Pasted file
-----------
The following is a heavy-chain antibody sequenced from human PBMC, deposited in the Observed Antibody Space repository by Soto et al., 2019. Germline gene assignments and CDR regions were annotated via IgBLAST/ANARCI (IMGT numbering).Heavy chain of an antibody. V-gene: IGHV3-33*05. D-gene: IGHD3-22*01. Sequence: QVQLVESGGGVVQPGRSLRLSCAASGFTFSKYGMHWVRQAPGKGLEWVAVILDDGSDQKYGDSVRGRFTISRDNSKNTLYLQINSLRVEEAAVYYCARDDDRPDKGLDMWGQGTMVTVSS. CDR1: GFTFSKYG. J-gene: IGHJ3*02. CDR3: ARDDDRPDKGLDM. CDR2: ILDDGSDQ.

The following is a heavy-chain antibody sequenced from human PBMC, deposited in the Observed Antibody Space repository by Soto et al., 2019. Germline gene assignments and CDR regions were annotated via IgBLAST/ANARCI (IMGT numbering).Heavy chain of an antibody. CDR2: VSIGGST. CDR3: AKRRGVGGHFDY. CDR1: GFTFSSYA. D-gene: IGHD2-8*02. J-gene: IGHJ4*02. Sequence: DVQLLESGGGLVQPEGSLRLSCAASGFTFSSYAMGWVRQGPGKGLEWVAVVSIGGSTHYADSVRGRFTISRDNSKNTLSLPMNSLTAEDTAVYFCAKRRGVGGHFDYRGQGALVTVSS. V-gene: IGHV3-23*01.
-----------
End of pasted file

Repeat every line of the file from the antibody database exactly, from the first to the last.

The following is a heavy-chain antibody sequenced from human PBMC, deposited in the Observed Antibody Space repository by Soto et al., 2019. Germline gene assignments and CDR regions were annotated via IgBLAST/ANARCI (IMGT numbering).Heavy chain of an antibody. V-gene: IGHV3-33*05. D-gene: IGHD3-22*01. Sequence: QVQLVESGGGVVQPGRSLRLSCAASGFTFSKYGMHWVRQAPGKGLEWVAVILDDGSDQKYGDSVRGRFTISRDNSKNTLYLQINSLRVEEAAVYYCARDDDRPDKGLDMWGQGTMVTVSS. CDR1: GFTFSKYG. J-gene: IGHJ3*02. CDR3: ARDDDRPDKGLDM. CDR2: ILDDGSDQ.

The following is a heavy-chain antibody sequenced from human PBMC, deposited in the Observed Antibody Space repository by Soto et al., 2019. Germline gene assignments and CDR regions were annotated via IgBLAST/ANARCI (IMGT numbering).Heavy chain of an antibody. CDR2: VSIGGST. CDR3: AKRRGVGGHFDY. CDR1: GFTFSSYA. D-gene: IGHD2-8*02. J-gene: IGHJ4*02. Sequence: DVQLLESGGGLVQPEGSLRLSCAASGFTFSSYAMGWVRQGPGKGLEWVAVVSIGGSTHYADSVRGRFTISRDNSKNTLSLPMNSLTAEDTAVYFCAKRRGVGGHFDYRGQGALVTVSS. V-gene: IGHV3-23*01.